b. Humpolec, Bohemia (now Czech Republic), September 9, 1872
d. New York, New York, March 6, 1936
Josef Stránský held conducting positions in Prague and Berlin before succeeding Gustav Mahler at the New York Philharmonic in 1911. Although many commenters disapproved of this replacement over other candidates, such as Oskar Fried and Bruno Walter, Stránský came to leave his mark, conducting the widest repertoire of any of the Philharmonic’s previous conductors. While German audiences perceived him as a fiery Bohemian, New Yorkers thought of him as sedately Germanic. As expected, audiences heard substantial amounts of Wagner, Liszt, and Dvořák, as well as Bach, Haydn, Mozart, and Beethoven, but during World War I Stránský’s programs shifted subtly to favor English, Russian, and French composers. Stránský also included more American composers than all of his predecessors combined, programming George Chadwick, Arthur Foote, Edward MacDowell, John Knowles Paine, and John Philip Sousa. Notably, Stránský was a champion of contemporary music: he played Respighi, Sibelius, and Mahler, and conducted the US Premiere of Schoenberg’s Pelleas und Melisande. Stránský was also a composer of songs, orchestral, and other instrumental music, including an operetta, Der General.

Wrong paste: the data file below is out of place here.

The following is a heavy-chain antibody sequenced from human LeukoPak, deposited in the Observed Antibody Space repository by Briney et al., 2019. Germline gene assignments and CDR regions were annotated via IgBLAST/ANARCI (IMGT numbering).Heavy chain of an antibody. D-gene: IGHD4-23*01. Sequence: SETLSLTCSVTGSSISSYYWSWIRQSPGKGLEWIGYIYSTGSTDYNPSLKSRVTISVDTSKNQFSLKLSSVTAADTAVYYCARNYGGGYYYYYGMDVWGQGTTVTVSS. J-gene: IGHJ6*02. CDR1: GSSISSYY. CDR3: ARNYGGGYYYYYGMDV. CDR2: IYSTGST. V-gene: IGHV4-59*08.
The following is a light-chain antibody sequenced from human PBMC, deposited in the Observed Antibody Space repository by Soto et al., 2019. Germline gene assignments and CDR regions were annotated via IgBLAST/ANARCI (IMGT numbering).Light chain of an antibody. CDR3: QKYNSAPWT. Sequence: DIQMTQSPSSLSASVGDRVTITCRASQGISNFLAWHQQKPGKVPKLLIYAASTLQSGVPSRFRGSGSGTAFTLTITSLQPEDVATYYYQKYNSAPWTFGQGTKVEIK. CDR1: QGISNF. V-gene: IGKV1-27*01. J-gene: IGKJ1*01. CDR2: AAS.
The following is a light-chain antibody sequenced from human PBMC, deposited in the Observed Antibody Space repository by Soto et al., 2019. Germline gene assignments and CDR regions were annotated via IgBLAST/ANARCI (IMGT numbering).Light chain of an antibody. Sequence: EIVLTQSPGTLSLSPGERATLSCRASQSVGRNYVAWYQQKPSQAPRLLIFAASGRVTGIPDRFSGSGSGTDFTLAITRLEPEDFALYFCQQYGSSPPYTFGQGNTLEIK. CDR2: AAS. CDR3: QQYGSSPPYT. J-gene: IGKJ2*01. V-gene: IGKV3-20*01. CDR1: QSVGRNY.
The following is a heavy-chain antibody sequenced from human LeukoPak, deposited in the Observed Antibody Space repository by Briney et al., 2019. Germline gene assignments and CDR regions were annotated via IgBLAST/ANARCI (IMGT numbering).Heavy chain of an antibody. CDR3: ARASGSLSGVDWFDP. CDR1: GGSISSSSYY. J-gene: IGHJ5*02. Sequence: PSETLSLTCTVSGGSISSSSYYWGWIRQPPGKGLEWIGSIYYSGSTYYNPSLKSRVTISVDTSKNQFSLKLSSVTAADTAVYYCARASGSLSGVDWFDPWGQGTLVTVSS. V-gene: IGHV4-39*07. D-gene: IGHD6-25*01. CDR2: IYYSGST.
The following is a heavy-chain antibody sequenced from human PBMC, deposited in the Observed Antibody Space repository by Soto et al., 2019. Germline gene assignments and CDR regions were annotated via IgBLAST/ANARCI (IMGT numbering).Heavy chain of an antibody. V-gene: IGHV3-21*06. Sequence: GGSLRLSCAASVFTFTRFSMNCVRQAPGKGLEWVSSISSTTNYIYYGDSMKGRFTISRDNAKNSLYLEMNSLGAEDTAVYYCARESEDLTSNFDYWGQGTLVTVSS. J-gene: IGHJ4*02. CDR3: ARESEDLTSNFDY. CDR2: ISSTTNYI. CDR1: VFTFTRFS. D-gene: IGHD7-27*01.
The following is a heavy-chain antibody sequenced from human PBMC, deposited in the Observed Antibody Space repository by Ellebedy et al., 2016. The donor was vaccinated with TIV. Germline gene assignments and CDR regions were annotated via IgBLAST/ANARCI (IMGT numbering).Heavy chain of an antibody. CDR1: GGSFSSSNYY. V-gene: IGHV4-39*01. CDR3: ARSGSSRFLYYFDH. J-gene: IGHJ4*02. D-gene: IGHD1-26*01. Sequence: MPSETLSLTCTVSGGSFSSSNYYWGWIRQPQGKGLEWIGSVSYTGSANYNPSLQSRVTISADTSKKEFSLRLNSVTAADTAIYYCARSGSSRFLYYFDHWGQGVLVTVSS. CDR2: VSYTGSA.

Under Stránský’s baton, audiences experienced more types of concerts than ever before, including four distinct series of subscription concerts, two series in Brooklyn, and the Philharmonic’s first Young People’s concert on January 24, 1914, which featured guest vocalist Kitty Cheatham. Stránský increased the scope of the Orchestra’s tours and conducted its first recordings, performing Thomas’s Raymond Overture in January of 1917 for Columbia Records. Although Stránský virtually doubled ticket sales, the Orchestra’s increased administrative expenses weighed heavily in the balance. Serendipitously, relief came in the form of a bequest from Joseph Pulitzer, the newspaper publisher who died in 1911, leaving more than half a million dollars as a permanent endowment to the Philharmonic.
Stránský resigned from the Philharmonic in 1923. The following year, he gave up music and became an art dealer, specializing in Picasso’s Rose Period and amassing what would be one of the most valuable privately held art collections in the world.